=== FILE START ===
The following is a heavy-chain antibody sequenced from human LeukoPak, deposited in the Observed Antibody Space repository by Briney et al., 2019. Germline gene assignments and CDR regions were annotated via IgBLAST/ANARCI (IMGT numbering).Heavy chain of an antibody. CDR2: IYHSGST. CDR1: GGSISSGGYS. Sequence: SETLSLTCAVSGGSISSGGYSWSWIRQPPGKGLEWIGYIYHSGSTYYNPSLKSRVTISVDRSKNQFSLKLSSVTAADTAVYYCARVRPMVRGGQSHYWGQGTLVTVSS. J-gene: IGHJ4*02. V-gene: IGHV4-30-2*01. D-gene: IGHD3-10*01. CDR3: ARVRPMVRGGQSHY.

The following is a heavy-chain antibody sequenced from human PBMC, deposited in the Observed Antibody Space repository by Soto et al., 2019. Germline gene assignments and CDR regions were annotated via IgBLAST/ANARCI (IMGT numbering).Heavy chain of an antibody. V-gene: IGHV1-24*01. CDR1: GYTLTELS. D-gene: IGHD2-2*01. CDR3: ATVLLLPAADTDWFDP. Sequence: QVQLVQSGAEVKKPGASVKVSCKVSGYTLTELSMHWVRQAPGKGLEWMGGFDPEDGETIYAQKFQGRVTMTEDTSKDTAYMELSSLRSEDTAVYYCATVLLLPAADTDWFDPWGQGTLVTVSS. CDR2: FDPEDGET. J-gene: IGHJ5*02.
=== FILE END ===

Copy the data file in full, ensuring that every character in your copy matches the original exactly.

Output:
The following is a heavy-chain antibody sequenced from human LeukoPak, deposited in the Observed Antibody Space repository by Briney et al., 2019. Germline gene assignments and CDR regions were annotated via IgBLAST/ANARCI (IMGT numbering).Heavy chain of an antibody. CDR2: IYHSGST. CDR1: GGSISSGGYS. Sequence: SETLSLTCAVSGGSISSGGYSWSWIRQPPGKGLEWIGYIYHSGSTYYNPSLKSRVTISVDRSKNQFSLKLSSVTAADTAVYYCARVRPMVRGGQSHYWGQGTLVTVSS. J-gene: IGHJ4*02. V-gene: IGHV4-30-2*01. D-gene: IGHD3-10*01. CDR3: ARVRPMVRGGQSHY.

The following is a heavy-chain antibody sequenced from human PBMC, deposited in the Observed Antibody Space repository by Soto et al., 2019. Germline gene assignments and CDR regions were annotated via IgBLAST/ANARCI (IMGT numbering).Heavy chain of an antibody. V-gene: IGHV1-24*01. CDR1: GYTLTELS. D-gene: IGHD2-2*01. CDR3: ATVLLLPAADTDWFDP. Sequence: QVQLVQSGAEVKKPGASVKVSCKVSGYTLTELSMHWVRQAPGKGLEWMGGFDPEDGETIYAQKFQGRVTMTEDTSKDTAYMELSSLRSEDTAVYYCATVLLLPAADTDWFDPWGQGTLVTVSS. CDR2: FDPEDGET. J-gene: IGHJ5*02.